Millstones

There’s an alley in the center of Seville, Spain, in the Barrio de Santa Cruz, where you can find a house with a rather curious facade. The entire exterior of the house is painted, except for a row of more than a dozen large millstones. Each one is more than a three feet in diameter and between 10 and 15 inches thick. (The exact dimensions are unknown, since they are embedded in the wall of the house.) It’s estimated that each wheel weighs more than 3,000 pounds.

This helps us to understand a little better the words of Jesus when he says that “whoever causes one of these little ones who believe in me to sin, it would be better for him to have a great millstone fastened around his neck and to be drowned in the depth of the sea” (Matthew 18:6). The idea of ​​having a wheel of these dimensions hanging around our neck and being thrown into the ocean is no joke!

It’s a very serious sin when someone, unbeliever or Christian, is a stumbling block for those who believe in Christ. How can such a person “stay afloat” before God when by his bad example he teaches others to rebel against him?

The selfish and proud man believes that he can live as he pleases and that others will not be affected by his actions. However, it’s not possible to exist in this world without having an effect on others, for better or for worse.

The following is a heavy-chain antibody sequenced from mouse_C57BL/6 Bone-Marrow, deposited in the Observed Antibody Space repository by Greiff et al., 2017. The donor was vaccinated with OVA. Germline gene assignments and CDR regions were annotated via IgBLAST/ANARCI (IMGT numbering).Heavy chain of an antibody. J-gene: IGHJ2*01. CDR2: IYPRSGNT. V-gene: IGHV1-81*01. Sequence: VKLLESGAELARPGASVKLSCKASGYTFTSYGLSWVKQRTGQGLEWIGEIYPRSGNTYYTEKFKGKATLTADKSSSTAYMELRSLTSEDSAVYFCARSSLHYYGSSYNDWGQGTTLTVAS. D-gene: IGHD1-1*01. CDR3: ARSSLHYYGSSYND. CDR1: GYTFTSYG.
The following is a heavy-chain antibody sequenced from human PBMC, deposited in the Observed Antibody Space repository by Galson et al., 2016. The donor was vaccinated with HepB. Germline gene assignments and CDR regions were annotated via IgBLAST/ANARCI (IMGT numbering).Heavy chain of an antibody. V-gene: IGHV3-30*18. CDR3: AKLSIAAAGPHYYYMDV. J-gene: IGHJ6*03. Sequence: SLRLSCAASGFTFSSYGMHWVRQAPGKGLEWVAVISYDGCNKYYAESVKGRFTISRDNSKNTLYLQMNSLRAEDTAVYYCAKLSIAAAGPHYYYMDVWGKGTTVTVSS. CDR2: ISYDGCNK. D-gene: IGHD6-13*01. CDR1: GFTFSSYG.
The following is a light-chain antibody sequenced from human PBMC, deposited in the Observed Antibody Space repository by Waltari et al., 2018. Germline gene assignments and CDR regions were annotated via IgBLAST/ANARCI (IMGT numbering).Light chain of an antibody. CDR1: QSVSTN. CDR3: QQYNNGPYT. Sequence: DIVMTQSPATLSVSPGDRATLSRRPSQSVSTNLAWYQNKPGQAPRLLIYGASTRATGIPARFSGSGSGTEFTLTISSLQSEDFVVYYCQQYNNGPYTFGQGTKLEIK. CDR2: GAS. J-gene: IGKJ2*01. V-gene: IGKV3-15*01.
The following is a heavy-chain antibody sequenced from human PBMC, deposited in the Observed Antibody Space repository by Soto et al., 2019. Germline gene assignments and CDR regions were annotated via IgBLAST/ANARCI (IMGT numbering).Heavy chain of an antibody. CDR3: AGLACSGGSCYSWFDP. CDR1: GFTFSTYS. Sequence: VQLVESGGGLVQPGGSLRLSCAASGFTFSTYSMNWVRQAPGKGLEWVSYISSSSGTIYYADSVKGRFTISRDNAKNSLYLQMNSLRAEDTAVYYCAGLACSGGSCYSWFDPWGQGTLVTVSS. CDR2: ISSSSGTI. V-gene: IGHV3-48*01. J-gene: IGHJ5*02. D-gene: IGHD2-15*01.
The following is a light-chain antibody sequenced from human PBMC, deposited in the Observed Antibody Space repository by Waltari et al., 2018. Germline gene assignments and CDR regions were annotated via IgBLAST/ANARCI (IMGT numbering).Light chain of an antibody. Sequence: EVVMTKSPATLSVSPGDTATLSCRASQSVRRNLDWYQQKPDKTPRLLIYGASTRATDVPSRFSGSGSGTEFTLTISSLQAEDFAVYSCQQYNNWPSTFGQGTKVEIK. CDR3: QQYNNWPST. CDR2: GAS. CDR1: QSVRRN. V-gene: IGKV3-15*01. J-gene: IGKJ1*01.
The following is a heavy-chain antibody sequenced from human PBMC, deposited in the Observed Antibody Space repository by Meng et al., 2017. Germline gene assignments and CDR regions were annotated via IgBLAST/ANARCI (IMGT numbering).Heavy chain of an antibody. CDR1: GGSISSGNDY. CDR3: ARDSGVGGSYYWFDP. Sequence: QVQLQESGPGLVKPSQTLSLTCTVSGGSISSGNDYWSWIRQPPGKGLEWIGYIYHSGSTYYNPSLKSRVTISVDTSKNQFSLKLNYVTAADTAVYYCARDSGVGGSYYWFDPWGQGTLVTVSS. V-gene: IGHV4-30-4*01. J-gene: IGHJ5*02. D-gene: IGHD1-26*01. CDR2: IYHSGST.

In the words of the English poet John Donne (1572-1631), “No man is an island entire of itself; every man is a piece of the continent, a part of the main; if a clod be washed away by the sea, Europe is the less, as well as if a promontory were, as well as any manner of thy friends or of thine own were; any man’s death diminishes me, because I am involved in mankind. And therefore never send to know for whom the bell tolls; it tolls for thee.”

Whether we like it or not, our actions have an impact on those around us! What we say, what we do, and even the way we dress can affect others. With this in mind, we’d also do well to appreciate the power of our example when we are online. We can lead others to Christ with our “posts” or we can drive them away.

–Jerry Falk